Refrigeration will make it easier to transport and store globally, particularly in lower and middle-income countries. The Oxford candidate is also much cheaper.

“We have a vaccine for the world,” said Professor Andrew Pollard, the trial’s lead investigator.

“Our goal at the beginning was to make sure that we can have a vaccine that was accessible everywhere. I think we have actually managed to do that, so it’s a very exciting day today.

“This is an incredibly exciting moment for human health.”

The preliminary results show the Oxford vaccine is 62 per cent effective when delivered in two full doses and up to 90 per cent effective when administered at a half-dose and then a full dose – giving the vaccine an overall average effectiveness of 70.4 per cent.

“Seventy per cent is better than the flu vaccine is in most years,” Pollard said.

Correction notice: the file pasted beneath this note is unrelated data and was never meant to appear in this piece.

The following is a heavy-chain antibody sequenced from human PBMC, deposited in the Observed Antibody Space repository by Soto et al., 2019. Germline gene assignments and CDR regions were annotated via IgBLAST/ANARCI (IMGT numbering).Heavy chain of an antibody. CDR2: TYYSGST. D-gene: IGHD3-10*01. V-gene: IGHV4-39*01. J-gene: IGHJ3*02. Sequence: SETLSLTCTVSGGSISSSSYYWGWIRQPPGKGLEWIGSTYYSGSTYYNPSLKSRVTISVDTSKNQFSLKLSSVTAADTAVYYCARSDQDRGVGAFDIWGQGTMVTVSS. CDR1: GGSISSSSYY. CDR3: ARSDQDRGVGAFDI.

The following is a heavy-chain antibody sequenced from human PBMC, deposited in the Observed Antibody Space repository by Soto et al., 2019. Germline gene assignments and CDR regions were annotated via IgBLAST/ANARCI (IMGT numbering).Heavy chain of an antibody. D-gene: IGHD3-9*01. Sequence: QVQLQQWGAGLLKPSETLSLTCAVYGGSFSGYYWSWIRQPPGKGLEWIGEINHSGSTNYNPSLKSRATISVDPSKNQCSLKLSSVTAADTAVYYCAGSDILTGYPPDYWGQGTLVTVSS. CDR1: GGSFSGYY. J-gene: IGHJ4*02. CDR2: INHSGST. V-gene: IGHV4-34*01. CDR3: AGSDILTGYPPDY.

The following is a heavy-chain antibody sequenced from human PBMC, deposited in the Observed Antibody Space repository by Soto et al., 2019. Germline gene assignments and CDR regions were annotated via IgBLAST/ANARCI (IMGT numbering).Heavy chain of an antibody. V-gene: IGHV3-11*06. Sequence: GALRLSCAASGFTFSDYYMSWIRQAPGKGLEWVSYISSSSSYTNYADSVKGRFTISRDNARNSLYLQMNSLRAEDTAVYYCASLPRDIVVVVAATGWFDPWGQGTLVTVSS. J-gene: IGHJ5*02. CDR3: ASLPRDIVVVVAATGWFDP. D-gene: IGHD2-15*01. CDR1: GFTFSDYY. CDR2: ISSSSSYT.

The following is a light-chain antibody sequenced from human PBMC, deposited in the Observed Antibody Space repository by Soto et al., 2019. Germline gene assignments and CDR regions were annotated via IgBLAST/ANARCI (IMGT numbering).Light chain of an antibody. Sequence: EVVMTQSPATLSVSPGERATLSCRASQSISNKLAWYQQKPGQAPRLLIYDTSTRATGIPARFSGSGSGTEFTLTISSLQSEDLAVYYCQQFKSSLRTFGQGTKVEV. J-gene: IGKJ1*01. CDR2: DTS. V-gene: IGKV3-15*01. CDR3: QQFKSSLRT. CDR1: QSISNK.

Explaining why the half-dose followed by full dose regime produced a better level of protection, Pollard said: “We think that by giving a smaller first dose we are priming the immune system differently, we are setting it up better to respond.”

Pollard said it was too early to know how long coronavirus vaccines protected the recipient and whether the vaccine would have to be rolled out regularly, similar to a flu shot.

Asked about how long the shield may last, Professor Sarah Gilbert, the Oxford vaccine’s architect, said researchers were optimistic an immune response would last “at least a year”.

Qantas chief executive officer Alan Joyce on Monday night said vaccination would be mandatory for passengers.

“We are looking at changing our terms and conditions to say that for international travellers, we will ask people to have a vaccination before they can get on the aircraft,” he said.

“Whether you need that domestically, we will have to see with Covid-19 and the market but certainly for international visitors coming out [to Australia] and leaving, we think that’s a necessity.”

The AstraZeneca vaccine uses a modified version of a chimpanzee common cold virus to deliver instructions to cells to fight the target virus, which is different than the new technology known as messenger RNA (mRNA) deployed by Pfizer and Moderna.